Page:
Kingston Armory M1 Garand and M14 10/22 Rifles

Inexpensive .22 caliber rifles that are modified to resemble military rifles are nothing new; the Stevens 87M was an early attempt to create a visually modified .22 rifle for military training, and today you can find many .22 LR weapons modified to look like almost any military rifle you want.

Few, though, look as good as the Kingston Armory rifles.


Kingston Armory, of Liberty, NY, makes rifles based on the 10/22 action that resemble the M1 Garand and (new for 2015) M14 rifles; indeed, calling them “visually modified 10/22s” is stretching the truth; Kingston Armory makes their receivers in-house from 4140 steel, which helps lend a very correct-feeling heft to the rifles.

From behind, the Kingston Armory rifles really do look convincing; the sights are National Match Garand and M14 sights and are as excellent as the originals, which really takes these guns out of “visual clone” territory and makes them trainers in their own right. In fact, the guns feature many new-production Garand and M14 parts, including stock fittings, gas blocks, sling swivels, etc.


That means you can – aside from loading for the Garand model – use and shoot the Kingston M1 and M14 .22s just like the originals. The rifles accept plentiful 10/22 magazines, and come with their own visually modified magazines to complete the look.


At $699 a piece, these guns are reasonably priced, if you are someone who wants a unique, good looking .22 that would be all the rage at an Appleseed shoot. Many will find that seven hundred dollars is too much for a .22, but I honestly was surprised the price was so low given the high quality of the wood and the 4140 receivers made in-house.

Nathaniel F

Nathaniel is a history enthusiast and firearms hobbyist whose primary interest lies in military small arms technological developments beginning with the smokeless powder era. In addition to contributing to The Firearm Blog, he runs 196,800 Revolutions Per Minute, a blog devoted to modern small arms design and theory. He is also the author of the original web serial Heartblood, which is being updated and edited regularly. He can be reached via email at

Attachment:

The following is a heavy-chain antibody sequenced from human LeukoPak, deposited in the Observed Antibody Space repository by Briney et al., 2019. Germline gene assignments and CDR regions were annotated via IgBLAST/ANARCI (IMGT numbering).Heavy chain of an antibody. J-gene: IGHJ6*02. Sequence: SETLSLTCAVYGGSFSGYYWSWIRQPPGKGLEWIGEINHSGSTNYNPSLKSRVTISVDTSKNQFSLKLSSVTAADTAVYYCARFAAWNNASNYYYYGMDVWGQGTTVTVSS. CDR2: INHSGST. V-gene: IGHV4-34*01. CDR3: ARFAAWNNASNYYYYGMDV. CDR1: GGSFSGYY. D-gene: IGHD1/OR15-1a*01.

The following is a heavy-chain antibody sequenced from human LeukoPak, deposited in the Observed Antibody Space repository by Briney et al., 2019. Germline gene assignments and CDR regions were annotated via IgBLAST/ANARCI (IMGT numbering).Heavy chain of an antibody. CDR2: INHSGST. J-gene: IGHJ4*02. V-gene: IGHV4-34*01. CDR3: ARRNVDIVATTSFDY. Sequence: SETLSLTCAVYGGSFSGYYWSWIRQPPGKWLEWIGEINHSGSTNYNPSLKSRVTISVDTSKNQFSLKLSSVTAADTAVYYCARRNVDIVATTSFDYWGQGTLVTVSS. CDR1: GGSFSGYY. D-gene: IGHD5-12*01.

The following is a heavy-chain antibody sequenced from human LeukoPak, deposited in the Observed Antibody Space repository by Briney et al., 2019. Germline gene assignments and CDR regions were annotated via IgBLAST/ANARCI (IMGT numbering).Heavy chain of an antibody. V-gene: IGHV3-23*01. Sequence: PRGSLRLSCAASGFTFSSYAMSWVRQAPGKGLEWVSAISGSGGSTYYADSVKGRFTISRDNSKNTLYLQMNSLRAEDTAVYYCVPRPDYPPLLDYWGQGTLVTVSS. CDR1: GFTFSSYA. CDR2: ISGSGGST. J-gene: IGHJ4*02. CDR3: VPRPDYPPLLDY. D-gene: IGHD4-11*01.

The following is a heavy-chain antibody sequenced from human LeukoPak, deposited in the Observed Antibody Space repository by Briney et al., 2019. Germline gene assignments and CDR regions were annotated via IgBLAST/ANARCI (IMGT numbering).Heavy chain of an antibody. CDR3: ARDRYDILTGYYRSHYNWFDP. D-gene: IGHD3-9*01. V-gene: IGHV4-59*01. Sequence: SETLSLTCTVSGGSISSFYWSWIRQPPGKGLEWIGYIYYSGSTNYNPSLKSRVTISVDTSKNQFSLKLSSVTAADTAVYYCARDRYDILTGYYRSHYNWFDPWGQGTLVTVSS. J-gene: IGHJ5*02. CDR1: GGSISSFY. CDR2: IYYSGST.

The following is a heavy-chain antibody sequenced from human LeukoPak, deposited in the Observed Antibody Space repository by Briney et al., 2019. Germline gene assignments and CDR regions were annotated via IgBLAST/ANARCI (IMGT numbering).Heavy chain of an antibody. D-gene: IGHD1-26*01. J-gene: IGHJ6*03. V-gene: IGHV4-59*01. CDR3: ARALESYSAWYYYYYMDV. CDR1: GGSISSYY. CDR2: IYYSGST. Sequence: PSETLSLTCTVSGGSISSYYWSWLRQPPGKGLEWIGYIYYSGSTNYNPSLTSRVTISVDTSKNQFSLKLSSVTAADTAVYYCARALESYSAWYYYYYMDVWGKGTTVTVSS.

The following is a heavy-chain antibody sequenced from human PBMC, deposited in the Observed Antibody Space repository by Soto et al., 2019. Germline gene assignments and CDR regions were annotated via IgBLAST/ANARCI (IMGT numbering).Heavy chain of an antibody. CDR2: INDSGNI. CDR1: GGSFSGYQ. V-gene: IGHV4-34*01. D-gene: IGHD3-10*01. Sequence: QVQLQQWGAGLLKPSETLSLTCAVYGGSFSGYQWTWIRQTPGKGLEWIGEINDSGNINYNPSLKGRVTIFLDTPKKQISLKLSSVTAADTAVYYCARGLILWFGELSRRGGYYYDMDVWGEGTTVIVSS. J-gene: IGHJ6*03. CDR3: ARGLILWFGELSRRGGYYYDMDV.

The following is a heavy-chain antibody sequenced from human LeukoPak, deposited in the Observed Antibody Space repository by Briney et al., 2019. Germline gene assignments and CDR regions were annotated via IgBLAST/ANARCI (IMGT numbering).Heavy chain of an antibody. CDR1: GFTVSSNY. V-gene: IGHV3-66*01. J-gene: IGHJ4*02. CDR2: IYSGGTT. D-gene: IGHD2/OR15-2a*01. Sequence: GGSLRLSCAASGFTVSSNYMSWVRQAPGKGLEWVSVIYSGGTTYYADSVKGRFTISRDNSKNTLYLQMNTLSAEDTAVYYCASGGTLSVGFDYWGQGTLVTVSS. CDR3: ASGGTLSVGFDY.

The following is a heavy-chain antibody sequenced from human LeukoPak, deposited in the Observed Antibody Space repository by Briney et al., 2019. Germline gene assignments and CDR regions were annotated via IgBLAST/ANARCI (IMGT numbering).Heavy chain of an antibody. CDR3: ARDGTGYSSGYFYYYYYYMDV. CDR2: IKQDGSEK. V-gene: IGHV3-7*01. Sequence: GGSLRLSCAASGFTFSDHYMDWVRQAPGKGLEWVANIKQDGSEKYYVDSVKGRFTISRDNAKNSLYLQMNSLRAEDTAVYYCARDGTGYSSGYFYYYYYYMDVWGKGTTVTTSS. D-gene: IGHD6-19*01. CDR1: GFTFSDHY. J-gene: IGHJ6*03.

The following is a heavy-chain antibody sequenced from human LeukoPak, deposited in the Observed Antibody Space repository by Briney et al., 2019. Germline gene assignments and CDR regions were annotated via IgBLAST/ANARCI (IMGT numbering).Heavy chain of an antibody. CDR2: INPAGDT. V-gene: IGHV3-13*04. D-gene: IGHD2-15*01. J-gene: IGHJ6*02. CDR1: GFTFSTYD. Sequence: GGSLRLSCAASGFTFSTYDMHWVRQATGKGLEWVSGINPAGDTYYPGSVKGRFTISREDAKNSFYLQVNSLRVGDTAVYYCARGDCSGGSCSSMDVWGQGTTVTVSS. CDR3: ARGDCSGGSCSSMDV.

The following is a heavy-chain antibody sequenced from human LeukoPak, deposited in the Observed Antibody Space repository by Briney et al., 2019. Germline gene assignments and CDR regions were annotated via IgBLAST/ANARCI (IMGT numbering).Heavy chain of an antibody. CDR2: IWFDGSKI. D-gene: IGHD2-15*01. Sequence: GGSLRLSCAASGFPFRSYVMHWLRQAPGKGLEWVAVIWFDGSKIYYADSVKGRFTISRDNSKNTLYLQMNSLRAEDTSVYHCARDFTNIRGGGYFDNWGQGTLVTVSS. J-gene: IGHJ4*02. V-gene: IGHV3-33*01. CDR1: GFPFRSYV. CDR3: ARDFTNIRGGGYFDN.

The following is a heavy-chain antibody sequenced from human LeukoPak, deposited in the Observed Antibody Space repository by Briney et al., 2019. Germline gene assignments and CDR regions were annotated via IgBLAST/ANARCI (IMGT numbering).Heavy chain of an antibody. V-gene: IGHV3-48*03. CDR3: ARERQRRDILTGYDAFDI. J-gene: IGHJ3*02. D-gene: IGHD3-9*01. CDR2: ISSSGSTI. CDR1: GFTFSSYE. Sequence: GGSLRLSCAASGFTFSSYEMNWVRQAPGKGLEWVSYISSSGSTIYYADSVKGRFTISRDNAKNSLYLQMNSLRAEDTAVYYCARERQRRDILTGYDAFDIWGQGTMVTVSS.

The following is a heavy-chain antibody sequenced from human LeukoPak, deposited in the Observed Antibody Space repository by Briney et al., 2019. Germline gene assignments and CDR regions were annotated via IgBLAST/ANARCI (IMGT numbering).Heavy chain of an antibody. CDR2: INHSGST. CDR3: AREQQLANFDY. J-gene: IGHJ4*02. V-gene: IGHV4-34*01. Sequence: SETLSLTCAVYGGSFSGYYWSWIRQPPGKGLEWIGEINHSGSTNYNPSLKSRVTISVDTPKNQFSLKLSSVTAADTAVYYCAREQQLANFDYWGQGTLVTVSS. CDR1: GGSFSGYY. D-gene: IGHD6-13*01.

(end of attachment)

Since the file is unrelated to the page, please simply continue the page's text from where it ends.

• Don Ward

    How many .22 caliber soldiers were killed because of the infamous M1 Garand *ping* alerting the enemy that GI was out of ammunition and had to wait a week in order to buy two more boxes of .22 lr?

    • Perry

      “The Ping” is a myth that can never really be substantiated. If one man’s rifle “pinged” in a rifle squad did that mean they were all out of ammo and having to reload?

      • gunslinger

        but the sniper!

      • Don Ward

        I watched the Histry Chunnel. Which is why I always carry an empty en bloc clip in my pocket in case I have to distract Germans/Ninjas/my wife when they try to get the drop on me/get me to take out the garbage.

        • noman1200

          But pocket sand works better.

  • joeyskylynx

    no ping, no buy

    • joeyskylynx

      Which reminds me… Someone needs to make an M1 Garand in .17HMR and .17HM2

      • Fay Gag

        And they might as well invent a time machine so we can all go back to the last time any of us saw HM2 ammo for sale… And not on close out prices.

        • kipy

          I assumed the HM2 went the way of the Nazis

      • noguncontrol

        i love the enbloc clip system, best system ever!!

    • gunslinger

      get an arduino and mini speaker.

  • guest

    great… take a really fun and functional platform and add 10lbs and $300! woohoo! rocket scientist these folks are!

    • They will make a shitload of money on these I assure you. Hell, those stupid ass .22lr MP5s and Sturmgewehrs sell like crazy.

      Haters gonna hate.

      • Don Ward

        It is known.

      • Edward Franklin

        There’s also a fairly big price difference between the GSG .22’s and these, and for a lot of people two or three hundred dollars is a big difference.

        • Hooo yeah; the Kingston Armory guns are way higher quality, for one.

    • great… take a really fun and functional platform and add 10lbs and $300 and excellent sights and sling mounts and a ten gallon bucket of panache! woohoo! rocket scientist these folks are!


  • noguncontrol

    they should make these in 9mm, 5.7×28, .40 S&W, .45acp .30 mauser , .30 luger and many other pistol cartridges that will work on a blowback system.

  • Biglou13

    Marlin took the model 99 semi-auto to look like a Garand with the M99M1